This makes no sense. If somebody writes an article and claims to find an interaction effect based on a significant result in one condition and a non-significant result in another condition, the article makes a statistical mistake (Gelman & Stern, 2005). If a pre-registration contains the statement that an interaction is predicted and a published article claims an interaction is not necessary, the article misrepresents the nature of the preregistration. Correcting mistakes like this is necessary for science to be a science. No additional data are needed to correct factual mistakes in original articles (see, e.g., Carlsson, Schimmack, Williams, & Bürkner, 2017).
Moreover, Fiske has been inconsistent in her assessment of psychologists who have been motivated by the events of 2011 to improve psychological science. On the one hand, she has called these individuals “method terrorists” (2016 review). On the other hand, she suggests that psychologists should welcome humiliation that may result from the public correction of a mistake in a published article.
In 2012, Stangor asked “How will social and personality psychologists look back on 2011?” Six years later, it is possible to provide at least a temporary answer. There is no unified response.
The main response by older experimental social psychologist has been denial along Stangor’s initial response to Stapel and Bem. Despite massive replication failures and criticism, including criticism by Noble Laureate Daniel Kahneman, no eminent social psychologists has responded to the replication crisis with an admission of mistakes. In contrast, the list of eminent social psychologists who stand by their original findings despite evidence for the use of QRPs and replication failures is long and is growing every day as replication failures accumulate.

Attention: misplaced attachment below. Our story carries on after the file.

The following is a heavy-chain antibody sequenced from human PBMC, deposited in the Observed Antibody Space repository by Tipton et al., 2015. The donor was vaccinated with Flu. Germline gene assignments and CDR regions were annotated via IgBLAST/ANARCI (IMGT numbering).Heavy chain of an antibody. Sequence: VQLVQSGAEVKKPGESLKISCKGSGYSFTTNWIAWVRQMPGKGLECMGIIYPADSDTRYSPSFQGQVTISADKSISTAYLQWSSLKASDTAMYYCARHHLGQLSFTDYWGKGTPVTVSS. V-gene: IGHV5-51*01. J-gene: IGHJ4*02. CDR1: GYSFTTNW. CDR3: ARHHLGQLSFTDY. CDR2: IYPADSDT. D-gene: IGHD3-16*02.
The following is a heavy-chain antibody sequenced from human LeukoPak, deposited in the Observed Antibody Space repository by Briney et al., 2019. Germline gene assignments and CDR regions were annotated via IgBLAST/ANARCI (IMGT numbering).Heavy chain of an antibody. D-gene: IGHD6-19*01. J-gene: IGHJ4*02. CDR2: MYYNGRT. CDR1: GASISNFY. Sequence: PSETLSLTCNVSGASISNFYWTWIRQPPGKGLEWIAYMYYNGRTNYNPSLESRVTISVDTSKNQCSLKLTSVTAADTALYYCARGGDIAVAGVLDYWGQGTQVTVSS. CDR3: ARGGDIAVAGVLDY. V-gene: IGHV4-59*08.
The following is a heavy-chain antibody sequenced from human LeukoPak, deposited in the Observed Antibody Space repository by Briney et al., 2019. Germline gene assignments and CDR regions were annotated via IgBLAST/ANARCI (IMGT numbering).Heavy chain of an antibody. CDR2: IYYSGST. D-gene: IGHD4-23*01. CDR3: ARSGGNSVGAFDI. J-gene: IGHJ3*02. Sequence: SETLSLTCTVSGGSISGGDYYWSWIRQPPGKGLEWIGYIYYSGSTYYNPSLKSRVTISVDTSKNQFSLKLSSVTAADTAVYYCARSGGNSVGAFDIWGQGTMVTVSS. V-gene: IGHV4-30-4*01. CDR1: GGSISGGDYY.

The response by some younger social psychologists has been to nudge social psychologists slowly towards improving their research methods, mainly by handing out badges for preregistrations of new studies. Although preregistration makes it more difficult to use questionable research practices, it is too early to see how effective preregistration is in making published results more credible. Another initiative is to conduct replication studies. The problem with this approach is that the outcome of replication studies can be challenged and so far these studies have not resulted in a consensual correction in the scientific literature. Even articles that reported studies that failed to replicate continue to be cited at a high rate.
Finally, some extremists are asking for more radical changes in the way social psychologists conduct research, but these extremists are dismissed by most social psychologists.
It will be interesting to see how social psychologists, funding agencies, and the general public will look back on 2011 in 2021. In the meantime, social psychologists have to ask themselves how they want to be remembered and new investigators have to examine carefully where they want to allocate their resources. The published literature in social psychology is a mine field and nobody knows which studies can be trusted or not.
I don’t know about you, but I am looking forward to reading the special issues in 2021 in celebration of the 10-year anniversary of Bem’s groundbreaking or should I saw earth-shattering publication of “Feeling the Future.”